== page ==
If that was the case for those organizations I was involved in back then, imagine traditional corporations. Later on I got engage with such companies which confirmed this intuition.

I found myself more than once arguing with my managers about priorities and incentives, goals and KPIs because, as Open Source guy, I was for some time unable to clearly articulate the positive correlation between collaboration and efficiency, productivity, cost reduction etc. In some cases, this inability was a factor in generating a collision that end up with my bones out of the organization.

That positive correlation between collaboration and productivity was counter-intuitive for many middle managers I know ten years ago. Still is for some, even in the Open Source space. Haven’t you heard from managers that if you want to meet deadlines do not work upstream because you go move slower? I’ve heard so many times that, as mentioned before, during years I believed it was true. It might at small scale, but at big scale, it is not necessarily true.

It was not until two or three years ago that I started paying attention to Inner Source. I realized that many have inherited this belief. And since they live in corporate environments, the challenge that represents convincing execution related managers is bigger than in Open Source.

Inner Source programs are usually supported by executives and R&D departments but receive resistance from middle management, especially those closer to execution units. Collaborating with other departments might be good in the long term but it is perceived as less productive than developing in isolation. Somehow, in order to participate in Inner Source programs, they see themselves choosing between shorter-term and longer-term goals, between their incentives and those of the executives. It has little to do with their ability to “get it“.

So either their incentives are changed and they demonstrate that the organization can still be profitable, or you need to adapt to those incentives. What I believe is that adapting to those incentives means, in a nutshell, to provide a solid answer to the question, can we go faster by going together?

The proposed solution: if you want to go far, together is faster.

If we could find a positive correlation between efficiency/productivity and collaboration, we could change the proverb above by something like…

And hey, technically speaking, it would still be an African proverb, since I am from the Canary Islands, right?.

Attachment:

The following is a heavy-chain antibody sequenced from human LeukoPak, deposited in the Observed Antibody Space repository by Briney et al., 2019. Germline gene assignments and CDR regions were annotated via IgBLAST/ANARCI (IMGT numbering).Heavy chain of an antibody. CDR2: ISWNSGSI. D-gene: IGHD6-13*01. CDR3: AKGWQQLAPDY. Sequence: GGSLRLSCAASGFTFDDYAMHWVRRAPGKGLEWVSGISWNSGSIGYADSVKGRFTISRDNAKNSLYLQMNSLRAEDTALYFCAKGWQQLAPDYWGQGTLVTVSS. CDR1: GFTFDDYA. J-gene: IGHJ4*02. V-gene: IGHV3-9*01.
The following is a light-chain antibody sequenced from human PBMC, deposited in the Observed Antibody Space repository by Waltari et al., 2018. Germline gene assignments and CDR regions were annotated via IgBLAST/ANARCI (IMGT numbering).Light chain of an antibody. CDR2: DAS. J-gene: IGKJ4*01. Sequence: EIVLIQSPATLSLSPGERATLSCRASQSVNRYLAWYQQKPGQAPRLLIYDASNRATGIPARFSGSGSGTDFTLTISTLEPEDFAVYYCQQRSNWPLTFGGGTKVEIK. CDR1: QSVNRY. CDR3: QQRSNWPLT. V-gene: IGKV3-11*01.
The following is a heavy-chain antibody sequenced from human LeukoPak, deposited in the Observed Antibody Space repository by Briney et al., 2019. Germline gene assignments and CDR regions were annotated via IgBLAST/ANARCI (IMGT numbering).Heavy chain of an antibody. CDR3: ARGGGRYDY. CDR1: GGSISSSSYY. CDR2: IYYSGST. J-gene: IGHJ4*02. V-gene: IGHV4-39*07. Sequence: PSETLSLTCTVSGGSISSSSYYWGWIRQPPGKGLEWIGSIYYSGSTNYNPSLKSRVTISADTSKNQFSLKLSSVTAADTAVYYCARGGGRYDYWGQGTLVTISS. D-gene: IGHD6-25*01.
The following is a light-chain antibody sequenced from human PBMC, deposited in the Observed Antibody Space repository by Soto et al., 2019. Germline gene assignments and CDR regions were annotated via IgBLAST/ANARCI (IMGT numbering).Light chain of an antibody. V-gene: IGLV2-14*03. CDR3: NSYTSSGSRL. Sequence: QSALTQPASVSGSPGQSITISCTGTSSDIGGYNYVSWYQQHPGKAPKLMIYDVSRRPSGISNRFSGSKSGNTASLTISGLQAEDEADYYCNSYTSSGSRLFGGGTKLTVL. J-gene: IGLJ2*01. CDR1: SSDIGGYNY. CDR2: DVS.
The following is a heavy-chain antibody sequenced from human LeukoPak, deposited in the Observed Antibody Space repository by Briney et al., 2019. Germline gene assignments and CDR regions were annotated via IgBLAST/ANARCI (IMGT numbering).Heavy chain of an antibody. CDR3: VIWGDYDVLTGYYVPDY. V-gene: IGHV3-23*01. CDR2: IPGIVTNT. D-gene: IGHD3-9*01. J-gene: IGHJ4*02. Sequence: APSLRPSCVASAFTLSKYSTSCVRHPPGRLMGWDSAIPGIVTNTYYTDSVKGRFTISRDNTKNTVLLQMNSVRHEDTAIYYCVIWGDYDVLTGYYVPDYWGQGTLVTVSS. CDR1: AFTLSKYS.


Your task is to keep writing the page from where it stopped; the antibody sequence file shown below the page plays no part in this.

The idea behind the above sentence is to establish an AND relation between speed and collaboration meeting both, traditional corporate and Open Source (and Inner Source) goals.

Proving such positive correlation could be help to reduce the resistance offered by middle management to practice collaboration at scale either within Inner Source programs or Open Source projects. They would perceive such participation as a path to meet those longer term goals without contradicting many of the incentives they work with and they promote among their managees.

So the following question is, how we can do that? how can we provide evidences of such positive correlation in a language that is familiar to those managers?

The solution summarized: ISC Fall 2020

I tried to briefly explain to people running Inner Source programs, during the ISC Fall 2020, a potential path to establish such relation in five not-so-simple steps. The core slide of my presentation enumerated them as:

1.- In addition to collaboration and community health metrics, I recommend to track product delivery process performance ones.
2.- Correlate both groups of metrics.
3.- Focus on decisions and actions that creates a positive correlation between them.
4.- Create a reporting strategy to developers and managers based on such positive correlation.
5.- Use such strategy to turn around your Inner Source/Open Source story: it is about creating positive business impact at scale through open collaboration.

A detailed explanation of these five points can be found in the second article of this series:

If you want to go far, together is faster (II).

You can also watch the recording of my talk at ISC Fall 2020.

Software Product Inventory: what is it and how to implement it.

The concept of inventory applied to software, sometimes called catalogue, is not new. In IT/help-desk it usually refers to the software deployed in your organization. Along the history, there has been many IT Software Inventory Management tools. I first started to think about it beyond that meaning when working in deployments of Linux based desktops at scale.

The popularity that Open Source and Continuous Delivering is providing this traditionally static concept a wider scope as well as more relevance. It is still immature though, so read the article with that in mind.

1.- What is Inventory in software product development?

I like to think about the software inventory as the single source of truth of your software product so the main element for product development and delivery auditing purposes.

Isn’t that the source code?